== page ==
Nigeria: Mass LGBTQ+ arrests ‘based on assumptions, not investigation’, activists say
Human rights activists are condemning Nigerian police after observing a recent rise in mass arrests targeting LGBTQ+ people.
Authorities have been accused of abusing Nigeria’s Same-Sex Marriage Prohibition Act to arrest suspected members of the LGBTQ+ community “based on assumptions” rather than solid evidence or investigation.
Nigeria is one of over 30 African countries that heavily enforces a number of anti-LGBTQ+ laws. Among those is the criminalisation of homosexuality, which is punishable with up to 14 years in prison or, under Sharia law, death. Gay marriage, same-sex relationships, and gay rights groups are also illegal.
At the same time, Nigeria’s constitution promises its citizens freedom from discrimination and the right to private and family life.
Arrests under Nigeria’s Same-Sex Marriage Prohibition Act, which has been criticised worldwide ever since it was introduced, have always been common. But in recent weeks, there has been a notable spike in mass arrests with little to no evidence, with many suspects claiming to be falsely accused.
Okechukwu Nwanguma, who leads the Rule of Law and Accountability Advocacy Centre, which advocates for police reforms in Nigeria, told AP News that Nigeria’s anti-gay law is currently being “exploited” by authorities without due process.
“They [law enforcement authorities] are exploiting the law to target people whether or not they are queer … There is a tendency to target them based on assumptions or allegations, not based on any investigation,” said Nwanguma
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Just last week, Nigeria’s paramilitary arrested 76 people, claiming that they had been holding “homosexual birthdays” and intended to perform a “same-sex marriage” at the party. One of the prime suspects arrested, identified as Bashir Sani, has said that there were no such plans.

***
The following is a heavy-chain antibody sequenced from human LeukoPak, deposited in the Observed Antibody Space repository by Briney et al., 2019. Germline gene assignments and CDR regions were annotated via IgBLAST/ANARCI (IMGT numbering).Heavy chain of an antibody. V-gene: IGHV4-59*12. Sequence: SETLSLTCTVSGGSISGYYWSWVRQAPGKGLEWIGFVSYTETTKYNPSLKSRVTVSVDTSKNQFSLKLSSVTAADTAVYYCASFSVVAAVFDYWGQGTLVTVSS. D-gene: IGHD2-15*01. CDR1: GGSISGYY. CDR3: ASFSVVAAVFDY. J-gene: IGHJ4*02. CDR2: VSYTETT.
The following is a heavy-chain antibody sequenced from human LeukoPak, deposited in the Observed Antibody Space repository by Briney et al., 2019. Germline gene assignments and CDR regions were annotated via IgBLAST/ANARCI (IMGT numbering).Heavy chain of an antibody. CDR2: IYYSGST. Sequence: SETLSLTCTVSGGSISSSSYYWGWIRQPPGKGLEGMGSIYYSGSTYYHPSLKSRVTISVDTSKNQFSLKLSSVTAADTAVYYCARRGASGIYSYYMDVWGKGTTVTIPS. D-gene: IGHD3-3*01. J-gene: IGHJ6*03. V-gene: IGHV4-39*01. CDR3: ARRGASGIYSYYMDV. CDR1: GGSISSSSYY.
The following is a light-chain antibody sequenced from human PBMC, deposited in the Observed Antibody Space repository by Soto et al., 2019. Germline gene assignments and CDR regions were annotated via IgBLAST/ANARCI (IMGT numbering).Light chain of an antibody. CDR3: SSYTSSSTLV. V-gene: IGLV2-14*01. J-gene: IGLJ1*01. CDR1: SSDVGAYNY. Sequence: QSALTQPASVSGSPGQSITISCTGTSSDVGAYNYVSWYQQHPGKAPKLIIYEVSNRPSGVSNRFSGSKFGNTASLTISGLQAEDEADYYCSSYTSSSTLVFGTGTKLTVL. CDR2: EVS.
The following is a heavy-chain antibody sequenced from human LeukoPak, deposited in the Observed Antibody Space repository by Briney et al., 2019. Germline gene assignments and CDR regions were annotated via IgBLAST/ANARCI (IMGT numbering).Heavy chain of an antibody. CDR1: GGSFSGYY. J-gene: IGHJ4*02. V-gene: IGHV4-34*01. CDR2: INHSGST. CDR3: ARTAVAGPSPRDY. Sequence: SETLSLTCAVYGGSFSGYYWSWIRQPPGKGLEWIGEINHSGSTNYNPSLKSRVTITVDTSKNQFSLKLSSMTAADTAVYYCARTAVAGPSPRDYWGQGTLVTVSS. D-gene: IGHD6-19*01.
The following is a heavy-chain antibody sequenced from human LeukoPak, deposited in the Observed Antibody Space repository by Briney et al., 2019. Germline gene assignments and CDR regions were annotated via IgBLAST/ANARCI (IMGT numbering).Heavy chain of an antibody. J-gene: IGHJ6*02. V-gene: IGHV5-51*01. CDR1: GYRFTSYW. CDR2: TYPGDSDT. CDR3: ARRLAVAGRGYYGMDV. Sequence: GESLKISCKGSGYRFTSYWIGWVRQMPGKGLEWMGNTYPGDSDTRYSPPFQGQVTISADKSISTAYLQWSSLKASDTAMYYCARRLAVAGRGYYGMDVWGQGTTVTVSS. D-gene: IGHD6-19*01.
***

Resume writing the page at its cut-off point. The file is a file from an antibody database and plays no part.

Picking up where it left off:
“There was no wedding, only birthday,” Sani told local media after the arrest.
Similarly, in August, more than 200 people were arrested in Nigeria’s southern Delta State over allegations that a gay wedding was due to take place.
Following the mass arrest, authorities paraded the suspects before spectators and journalists.
These blanket arrests and media events pose a serious risk of further endangering people for their perceived sexual or gender orientation Nigeria’s Amnesty International Isa Sanusi warned.
“Since the signing of the Same Sex Prohibition Act into law in 2014 attacks, harassment, blackmail, and extortion of the LGBTQ+ community is rising, at disturbing speed. The Nigeria Police should be prioritizing keeping everyone safe, not stoking more discrimination,” he said.
On the other side of the law, human rights groups have expressed concern that Nigerian law enforcement is ignoring reports of abuse against the LGBTQ+ community.
Chizelu Emejulu, an activist and lawyer who covers many cases involving queer people, claimed: “When we get the perpetrators arrested, the consistent thing we have noticed is that people always claim their victims are queer, and once they say that, the police begin to withdraw from these cases.
“What the LGBTQ community in Nigeria is asking for is to be left alone to live their lives.”
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